Jones said he would work with Cotter to determine a potential study area and get information together so Bergmann Associates can put the application together.
“Essentially, both of us will have to add to what we already have,” Jones said regarding what the cities have to do to be prepared.
If the two cities were to apply jointly, they would be able to split the cost to hire Bergmann Associates.
Rause said the cities could put down the money, approximately $3,500, for hiring the consultant to apply for the grant, and if the cities provided about an additional $8,000, they could apply for the grant starting at phase two when the plan is actually developed.
The additional money would go toward the inventory process and initial planning that would be required to be completed to enter the grant at phase two, Rause said.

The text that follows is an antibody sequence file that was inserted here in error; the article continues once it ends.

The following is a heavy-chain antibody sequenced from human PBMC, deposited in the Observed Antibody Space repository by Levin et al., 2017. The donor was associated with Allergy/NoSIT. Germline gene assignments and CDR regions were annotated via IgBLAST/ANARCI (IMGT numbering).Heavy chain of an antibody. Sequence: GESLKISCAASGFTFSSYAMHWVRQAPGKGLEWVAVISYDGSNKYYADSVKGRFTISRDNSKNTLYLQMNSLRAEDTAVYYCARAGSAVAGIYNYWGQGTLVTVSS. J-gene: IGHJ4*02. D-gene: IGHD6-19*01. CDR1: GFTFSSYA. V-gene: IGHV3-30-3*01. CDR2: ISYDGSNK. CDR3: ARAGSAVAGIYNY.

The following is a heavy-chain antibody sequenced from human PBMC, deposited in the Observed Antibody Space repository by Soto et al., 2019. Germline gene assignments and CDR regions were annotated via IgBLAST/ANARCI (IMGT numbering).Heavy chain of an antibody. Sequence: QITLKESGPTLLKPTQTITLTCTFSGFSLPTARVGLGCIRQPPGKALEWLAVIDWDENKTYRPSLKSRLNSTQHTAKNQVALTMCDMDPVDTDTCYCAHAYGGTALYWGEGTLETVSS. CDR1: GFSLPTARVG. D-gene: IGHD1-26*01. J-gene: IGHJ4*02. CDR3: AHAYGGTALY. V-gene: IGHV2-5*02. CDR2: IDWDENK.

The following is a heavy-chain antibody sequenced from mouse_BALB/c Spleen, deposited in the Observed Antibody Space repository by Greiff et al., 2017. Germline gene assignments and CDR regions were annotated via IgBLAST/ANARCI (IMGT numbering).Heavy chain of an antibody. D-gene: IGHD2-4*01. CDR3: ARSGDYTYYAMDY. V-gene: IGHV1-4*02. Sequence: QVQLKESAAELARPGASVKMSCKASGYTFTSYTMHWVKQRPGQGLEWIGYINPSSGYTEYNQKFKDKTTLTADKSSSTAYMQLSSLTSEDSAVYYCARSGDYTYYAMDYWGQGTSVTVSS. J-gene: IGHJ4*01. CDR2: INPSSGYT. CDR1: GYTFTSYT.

Bergmann representatives said if the Glove Cities were to apply together, the two would have to find a small corridor between the two larger areas each city is looking to focus on because they are required by the state to be linked. Essentially, the “study area” would look like a dumbbell, they said.
Even though the grant would be a planning grant for downtown, Jones said it also is a brownfields grant, which could be used to study cleaning up old tannery sites such as Pan-American, Independent Leather or Risedorph’s.
“Historically, if you follow the Cayadutta Creek through both of these cities, where are all the mills?” Jones said. “Right along the [Cayadutta] creek, and the creek goes right up along North Perry Street and right up along South Main and there are mills sites in there to connect which makes that a smooth transition.”
Jones said the two cities would look together at a site approximately 1,000 to 1,400 acres in size.
Levi Pascher can be reached at firstname.lastname@example.org.